This morning, Jesus talks to us about the talents He gives and the legacy we leave behind. The Talents in the story include a whole host of things: it's His grace, His heart that He entrusts to us (cf. the first reading), this faith, this life. But the question is whether the soul that receives these gifts puts them to use for His legacy: that is, do we grow, do we love, do we bring more people to the faith?-- that's the five talents making five more.
So the problem with the last servant is that he did not leave a legacy. Indeed, he buried his talents. This is the irony: when he buries the talents, he isn't just burying the talents, he is burying himself. His life was meant to glorify God. But instead, he lived as though dead.
Today, we conclude our three-part series on death and dying. And today's gospel gives us the theme: what kind of legacy am I leaving behind?
Before we go there, I know that there are a couple of questions that people have regarding cremation and the funeral Mass. Let's answer those first.
When we consider cremation, we must first remember that the human person not only has dignity, but is also imbued with glory: the Christian was a temple of the Holy Spirit. Each one of our bodies was the place of God's glory. We pray that in our short lives, this glory shined forth.
At a funeral Mass, we are reminded of this glory when the body is brought forward and the priest blesses it with holy water, recalling that the person had received the light of Christ in baptism and had become a temple of the Holy Spirit. Great talents, those! Death, however, has now claimed the mortal body. Nevertheless, we still honor the body because it was once the temple.
When it comes to cremation, it was once prohibited because there existed widespread pagan beliefs that the body was bad or that the resurrection didn't exist-- and so those that did cremation did so badly, from a position of doubt or from disdain of the body. Today, the Church allows cremation so long as the person did not hold such doubtful or disdainful positions. When cremation is done, it is preferred that it be done after the funeral Mass (for the reasons mentioned above: ie, to revere the sanctity of the body).
We must also note, however, that while cremation is allowed, it is not necessarily preferred. The reason for this is because there have arisen some abuses regarding it. For example, there is a growing trend of people keeping the remains of their loved ones-- on their mantle, in amulets, I've even seen in potted plants. Unfortunately, in many of those cases, the remains are lost or even thrown away-- not out of malice, but simple neglect or forgetfulness. Our loved ones deserve better than that. This is why the Church points out that, if a person is cremated, they must be buried in a cemetery or columbarium-- some place stable that connects also to the tomb of Christ and which, in turn, gives us and our future generations the reminder to pray. Too many souls are forgotten and not prayed for when they just become another piece of furniture.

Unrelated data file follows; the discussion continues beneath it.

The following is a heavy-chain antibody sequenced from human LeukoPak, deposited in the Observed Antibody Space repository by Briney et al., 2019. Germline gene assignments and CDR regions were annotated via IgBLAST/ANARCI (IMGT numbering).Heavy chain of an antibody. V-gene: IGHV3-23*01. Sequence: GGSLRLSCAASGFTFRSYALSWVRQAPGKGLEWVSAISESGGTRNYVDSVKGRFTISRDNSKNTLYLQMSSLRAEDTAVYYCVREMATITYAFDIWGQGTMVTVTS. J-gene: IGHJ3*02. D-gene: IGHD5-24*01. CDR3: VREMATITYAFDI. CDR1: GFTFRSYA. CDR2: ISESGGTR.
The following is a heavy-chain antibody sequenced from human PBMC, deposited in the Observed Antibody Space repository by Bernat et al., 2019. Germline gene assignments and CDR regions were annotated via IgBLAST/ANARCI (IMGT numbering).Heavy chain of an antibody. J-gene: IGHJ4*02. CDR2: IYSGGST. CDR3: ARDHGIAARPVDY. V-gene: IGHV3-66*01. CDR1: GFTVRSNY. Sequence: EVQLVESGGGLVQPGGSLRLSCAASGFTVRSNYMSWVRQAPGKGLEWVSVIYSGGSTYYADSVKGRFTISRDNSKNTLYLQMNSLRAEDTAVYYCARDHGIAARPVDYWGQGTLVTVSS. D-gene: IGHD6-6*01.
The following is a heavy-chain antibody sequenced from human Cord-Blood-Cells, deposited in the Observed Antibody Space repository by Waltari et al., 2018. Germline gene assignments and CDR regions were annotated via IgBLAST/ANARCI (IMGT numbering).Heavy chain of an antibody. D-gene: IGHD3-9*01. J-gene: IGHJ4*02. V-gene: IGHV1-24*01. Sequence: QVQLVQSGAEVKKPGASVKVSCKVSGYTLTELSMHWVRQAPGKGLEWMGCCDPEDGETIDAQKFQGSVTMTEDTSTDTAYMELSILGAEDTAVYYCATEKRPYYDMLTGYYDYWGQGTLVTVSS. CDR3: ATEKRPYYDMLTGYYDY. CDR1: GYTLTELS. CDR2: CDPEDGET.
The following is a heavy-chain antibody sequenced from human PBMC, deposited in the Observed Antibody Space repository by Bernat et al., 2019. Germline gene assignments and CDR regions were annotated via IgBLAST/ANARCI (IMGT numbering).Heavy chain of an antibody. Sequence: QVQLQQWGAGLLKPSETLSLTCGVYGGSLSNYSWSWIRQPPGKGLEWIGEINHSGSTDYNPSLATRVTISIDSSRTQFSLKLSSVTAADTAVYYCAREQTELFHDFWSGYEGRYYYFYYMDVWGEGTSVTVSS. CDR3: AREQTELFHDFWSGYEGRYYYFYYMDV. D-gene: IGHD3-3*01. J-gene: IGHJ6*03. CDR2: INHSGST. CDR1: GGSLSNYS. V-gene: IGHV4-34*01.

For much the same reason, remains are not to be scattered.
If you do have the remains of a loved one, please let me or your priest know and we can perform the rite of committal (burial).
Let us turn to the funeral Mass.
When it comes to the funeral Mass, we must remember that it is a Mass. And at the center of the Mass is Jesus. The center is not the dead person, but what Jesus has done and is doing for the person.
A funeral Mass, therefore, is supposed to be a time not simply to remember but to pray. We reflect: what Talents did Jesus give this person in life-- Baptism, Eucharist, Confirmation, vocation? Did they make five Talents more?
This is where the funeral Mass is supposed to draw us in: we are to be reminded that death comes for us, too, and that we will be judged; did I make five talents more?
I don't know about you, but when I die, I don't want people to say how awesome I was (I'm not, and I won't care). I will want people asking Jesus to be merciful. That's what we are doing at the funeral.
Readings, Homilies, Music, and eulogies (if there absolutely must be one) should highlight this and not avoid it. One of the best homilies/eulogies in this regard is the homily that Father Scalia gave at the funeral for his father, Justice Scalia. Go to the Youtube video-- it's worth your time.